Flying Lotus – Until the Quiet Comes [album review]
He’s back! Steven Ellison, aka Flying Lotus, has returned with his fourth major release, “Until the Quiet Comes”. The album will be released digitally, on CD, and on Vinyl October 2nd, and there has been a lot of anticipation.
Ever since January of last year, when his third album “Cosmogramma” won best Dance/Electronica Album at the IMA’s, people have been waiting to see what would be next from this LA based musical mastermind. Listen to the album in it’s entirety from the player below:
Before we start, a disclaimer: in an attempt to not bore you all to tears, I will not be reviewing all 18 songs from this album. They are all very well produced and creative. Great. Let us begin, I’m just writing out reviews for some of my favorites.
The album opens with a song entitled “All In.” It’s a flowing, airy creation, decked out in harp synths, possibly some xylophone, and a fascinating drum pattern. I kept imagining a forest growing, as the echoing major pentatonic scales of the harp reminded me of one of those time-lapse videos of a tree growing. Maybe I’m just weird. By the time the vocals came in, I was sold. Also, I’m going to try to attribute an emotion to each of the tracks, in an attempt to convey to you readers the feeling I get from each of his songs. This one would be excitement. Appropriate for the first track of an album!
Called “Until the Colours Come”, the third track is a euphoric synth daydream, comprised of huge range of synth pads running scales. With a distant bell tolling in the background, more layers were added to the point I had to sit back and close my eyes simply to be able to handle the intricate noise being pumped into my ears. I love it. This track, even though I already used this adjective to describe it, is euphoria.
The 6th tune of the album is entitled “All the Secrets”. This song has a much faster tempo, and presents an entirely different section of Flying Lotus’ production range. The bouncing drum kick and chopped piano chords immediately piqued my interest, and held it throughout the song. Listen for the sliding bass notes, which pull on the upward energy of the song, keeping the melody grounded between the looped piano chords. Dynamic.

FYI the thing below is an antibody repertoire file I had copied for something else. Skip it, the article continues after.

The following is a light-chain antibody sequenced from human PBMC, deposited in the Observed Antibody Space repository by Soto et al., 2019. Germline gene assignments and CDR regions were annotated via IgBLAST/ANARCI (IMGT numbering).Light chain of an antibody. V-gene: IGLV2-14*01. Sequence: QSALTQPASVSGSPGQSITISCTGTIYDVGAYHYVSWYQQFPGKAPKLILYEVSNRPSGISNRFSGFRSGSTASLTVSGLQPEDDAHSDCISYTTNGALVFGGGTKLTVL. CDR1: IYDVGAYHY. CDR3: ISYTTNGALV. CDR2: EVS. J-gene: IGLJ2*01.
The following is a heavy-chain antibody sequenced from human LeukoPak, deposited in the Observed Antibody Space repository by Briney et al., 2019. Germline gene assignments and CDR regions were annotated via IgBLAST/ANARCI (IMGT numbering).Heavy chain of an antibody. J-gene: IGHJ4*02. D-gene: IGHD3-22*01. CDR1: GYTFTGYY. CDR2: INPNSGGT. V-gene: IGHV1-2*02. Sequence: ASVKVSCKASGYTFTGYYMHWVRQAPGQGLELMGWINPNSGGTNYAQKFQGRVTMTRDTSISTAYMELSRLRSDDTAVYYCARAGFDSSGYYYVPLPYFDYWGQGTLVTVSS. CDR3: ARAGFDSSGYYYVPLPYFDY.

“Sultan’s Request”, the very next track, came as a shock! The heavy distortion was not something I was expecting after the first section of the album. And boy is it heavy. The song reminded me of FlyLo’s Hip Hop roots, and delivered an appreciated change of gear from the slower melodic synthy start of the LP. If nothing else, this track is gritty.
The eponymous track of the album, “Until The Quiet Comes”, is a soulful exhibition of Flying Lotus’ ability as a producer. It’s heavily intricate, but still charged with a sultry, almost lazy sentiment. Notice the beautiful contrast between the low, dragging bass line, and the fast clapping. The dichotomy between the two creates a fascinating conversation throughout the song. Pensive.
The 11th track of the album is entitled “DMT Song” and features Thundercat, a bassist signed to Ellison’s label Brainfeeder. DMT, a potent hallucinogen, is paid homage in a truly bizzare and haunting track. I like it for these same reasons. The ghostly vocals and odd lyrics make for an interesting listening experience. And through headphones, my head was spinning by the end. Trippy shit. Poignant.
The penultimate track on the album is fantastic. It’s named “me Yesterday/ / Corded” (yep, I know), and is a swirling, introspective rollercoaster. It begins with what sounds like a vibraphone/steel drum banging out some chords, and eventually morphs into an echoey, sensory-overloading masterpiece. And just when you think it’s all winding down, a whole new movement begins with an awesome beat, blaring major synth chords, and of course, haunting vocals. At this point in the album, the emotion is triumphant.
Flying Lotus is unique. His style of production, his attitude about music, and his openness to experimentation are what make him such an incredible artist, and this album is a beautiful example of that. From the smooth opening chords of “All In” to the throaty growl of “Sultan’s Request”, Steven Ellison demonstrates his versatility and inquisitive nature as a musician. With so much great material, I realize there are gaps in my review, so leave comments down below with your thoughts!